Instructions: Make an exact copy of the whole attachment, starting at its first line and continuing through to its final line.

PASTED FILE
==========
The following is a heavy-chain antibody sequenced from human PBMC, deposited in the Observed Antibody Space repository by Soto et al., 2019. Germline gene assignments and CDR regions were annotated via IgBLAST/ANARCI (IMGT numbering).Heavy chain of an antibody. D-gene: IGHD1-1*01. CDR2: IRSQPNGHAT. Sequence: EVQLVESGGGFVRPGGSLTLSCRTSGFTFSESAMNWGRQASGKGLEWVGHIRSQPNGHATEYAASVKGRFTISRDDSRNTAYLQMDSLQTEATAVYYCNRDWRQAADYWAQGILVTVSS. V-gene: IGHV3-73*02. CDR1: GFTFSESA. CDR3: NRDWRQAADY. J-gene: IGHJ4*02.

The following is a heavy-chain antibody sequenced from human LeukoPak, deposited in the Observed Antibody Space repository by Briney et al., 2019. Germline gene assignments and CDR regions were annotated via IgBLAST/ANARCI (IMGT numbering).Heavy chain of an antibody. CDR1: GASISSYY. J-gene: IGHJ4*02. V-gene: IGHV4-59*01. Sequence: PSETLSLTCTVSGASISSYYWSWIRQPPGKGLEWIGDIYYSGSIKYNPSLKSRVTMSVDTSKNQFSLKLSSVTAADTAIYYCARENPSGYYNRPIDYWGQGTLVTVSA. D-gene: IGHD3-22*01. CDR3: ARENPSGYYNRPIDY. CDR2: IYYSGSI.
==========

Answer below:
The following is a heavy-chain antibody sequenced from human PBMC, deposited in the Observed Antibody Space repository by Soto et al., 2019. Germline gene assignments and CDR regions were annotated via IgBLAST/ANARCI (IMGT numbering).Heavy chain of an antibody. D-gene: IGHD1-1*01. CDR2: IRSQPNGHAT. Sequence: EVQLVESGGGFVRPGGSLTLSCRTSGFTFSESAMNWGRQASGKGLEWVGHIRSQPNGHATEYAASVKGRFTISRDDSRNTAYLQMDSLQTEATAVYYCNRDWRQAADYWAQGILVTVSS. V-gene: IGHV3-73*02. CDR1: GFTFSESA. CDR3: NRDWRQAADY. J-gene: IGHJ4*02.

The following is a heavy-chain antibody sequenced from human LeukoPak, deposited in the Observed Antibody Space repository by Briney et al., 2019. Germline gene assignments and CDR regions were annotated via IgBLAST/ANARCI (IMGT numbering).Heavy chain of an antibody. CDR1: GASISSYY. J-gene: IGHJ4*02. V-gene: IGHV4-59*01. Sequence: PSETLSLTCTVSGASISSYYWSWIRQPPGKGLEWIGDIYYSGSIKYNPSLKSRVTMSVDTSKNQFSLKLSSVTAADTAIYYCARENPSGYYNRPIDYWGQGTLVTVSA. D-gene: IGHD3-22*01. CDR3: ARENPSGYYNRPIDY. CDR2: IYYSGSI.